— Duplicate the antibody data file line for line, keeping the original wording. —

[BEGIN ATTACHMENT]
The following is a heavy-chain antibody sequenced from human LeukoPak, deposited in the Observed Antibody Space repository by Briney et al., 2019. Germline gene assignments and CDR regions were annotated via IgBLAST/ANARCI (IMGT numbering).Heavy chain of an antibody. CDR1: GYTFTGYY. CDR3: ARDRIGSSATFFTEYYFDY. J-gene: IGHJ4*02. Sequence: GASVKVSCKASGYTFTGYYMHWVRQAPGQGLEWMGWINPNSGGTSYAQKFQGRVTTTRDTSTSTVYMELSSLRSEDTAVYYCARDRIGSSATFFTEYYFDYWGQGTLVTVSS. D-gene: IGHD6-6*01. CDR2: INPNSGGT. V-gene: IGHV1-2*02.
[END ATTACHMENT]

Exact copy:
The following is a heavy-chain antibody sequenced from human LeukoPak, deposited in the Observed Antibody Space repository by Briney et al., 2019. Germline gene assignments and CDR regions were annotated via IgBLAST/ANARCI (IMGT numbering).Heavy chain of an antibody. CDR1: GYTFTGYY. CDR3: ARDRIGSSATFFTEYYFDY. J-gene: IGHJ4*02. Sequence: GASVKVSCKASGYTFTGYYMHWVRQAPGQGLEWMGWINPNSGGTSYAQKFQGRVTTTRDTSTSTVYMELSSLRSEDTAVYYCARDRIGSSATFFTEYYFDYWGQGTLVTVSS. D-gene: IGHD6-6*01. CDR2: INPNSGGT. V-gene: IGHV1-2*02.